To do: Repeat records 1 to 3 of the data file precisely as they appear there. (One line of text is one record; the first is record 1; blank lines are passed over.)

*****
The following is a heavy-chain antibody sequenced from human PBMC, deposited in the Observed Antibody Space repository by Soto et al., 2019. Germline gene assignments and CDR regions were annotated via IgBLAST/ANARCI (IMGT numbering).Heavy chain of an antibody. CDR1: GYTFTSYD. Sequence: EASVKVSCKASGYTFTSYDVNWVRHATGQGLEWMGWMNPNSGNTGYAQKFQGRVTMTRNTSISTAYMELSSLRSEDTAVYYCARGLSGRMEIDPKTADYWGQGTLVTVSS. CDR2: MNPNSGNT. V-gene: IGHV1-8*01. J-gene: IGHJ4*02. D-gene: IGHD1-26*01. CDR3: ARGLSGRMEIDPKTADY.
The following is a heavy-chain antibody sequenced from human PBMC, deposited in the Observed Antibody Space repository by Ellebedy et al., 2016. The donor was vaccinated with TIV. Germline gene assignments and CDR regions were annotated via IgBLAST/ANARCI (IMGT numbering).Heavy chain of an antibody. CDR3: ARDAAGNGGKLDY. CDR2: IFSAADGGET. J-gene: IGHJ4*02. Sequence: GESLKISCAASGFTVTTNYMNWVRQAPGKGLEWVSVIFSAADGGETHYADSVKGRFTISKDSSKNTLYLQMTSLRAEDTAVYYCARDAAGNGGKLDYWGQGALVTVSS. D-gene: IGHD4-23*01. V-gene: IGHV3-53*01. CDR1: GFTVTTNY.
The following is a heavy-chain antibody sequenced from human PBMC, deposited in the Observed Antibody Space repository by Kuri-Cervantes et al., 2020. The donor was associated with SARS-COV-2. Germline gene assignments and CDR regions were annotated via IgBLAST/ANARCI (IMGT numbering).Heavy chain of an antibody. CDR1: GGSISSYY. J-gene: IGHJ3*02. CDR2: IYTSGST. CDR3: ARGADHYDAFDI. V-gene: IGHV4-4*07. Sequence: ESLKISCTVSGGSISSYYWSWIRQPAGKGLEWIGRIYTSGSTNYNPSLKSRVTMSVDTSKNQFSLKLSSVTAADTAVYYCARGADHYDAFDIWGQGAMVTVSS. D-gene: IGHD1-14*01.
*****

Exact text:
The following is a heavy-chain antibody sequenced from human PBMC, deposited in the Observed Antibody Space repository by Soto et al., 2019. Germline gene assignments and CDR regions were annotated via IgBLAST/ANARCI (IMGT numbering).Heavy chain of an antibody. CDR1: GYTFTSYD. Sequence: EASVKVSCKASGYTFTSYDVNWVRHATGQGLEWMGWMNPNSGNTGYAQKFQGRVTMTRNTSISTAYMELSSLRSEDTAVYYCARGLSGRMEIDPKTADYWGQGTLVTVSS. CDR2: MNPNSGNT. V-gene: IGHV1-8*01. J-gene: IGHJ4*02. D-gene: IGHD1-26*01. CDR3: ARGLSGRMEIDPKTADY.
The following is a heavy-chain antibody sequenced from human PBMC, deposited in the Observed Antibody Space repository by Ellebedy et al., 2016. The donor was vaccinated with TIV. Germline gene assignments and CDR regions were annotated via IgBLAST/ANARCI (IMGT numbering).Heavy chain of an antibody. CDR3: ARDAAGNGGKLDY. CDR2: IFSAADGGET. J-gene: IGHJ4*02. Sequence: GESLKISCAASGFTVTTNYMNWVRQAPGKGLEWVSVIFSAADGGETHYADSVKGRFTISKDSSKNTLYLQMTSLRAEDTAVYYCARDAAGNGGKLDYWGQGALVTVSS. D-gene: IGHD4-23*01. V-gene: IGHV3-53*01. CDR1: GFTVTTNY.
The following is a heavy-chain antibody sequenced from human PBMC, deposited in the Observed Antibody Space repository by Kuri-Cervantes et al., 2020. The donor was associated with SARS-COV-2. Germline gene assignments and CDR regions were annotated via IgBLAST/ANARCI (IMGT numbering).Heavy chain of an antibody. CDR1: GGSISSYY. J-gene: IGHJ3*02. CDR2: IYTSGST. CDR3: ARGADHYDAFDI. V-gene: IGHV4-4*07. Sequence: ESLKISCTVSGGSISSYYWSWIRQPAGKGLEWIGRIYTSGSTNYNPSLKSRVTMSVDTSKNQFSLKLSSVTAADTAVYYCARGADHYDAFDIWGQGAMVTVSS. D-gene: IGHD1-14*01.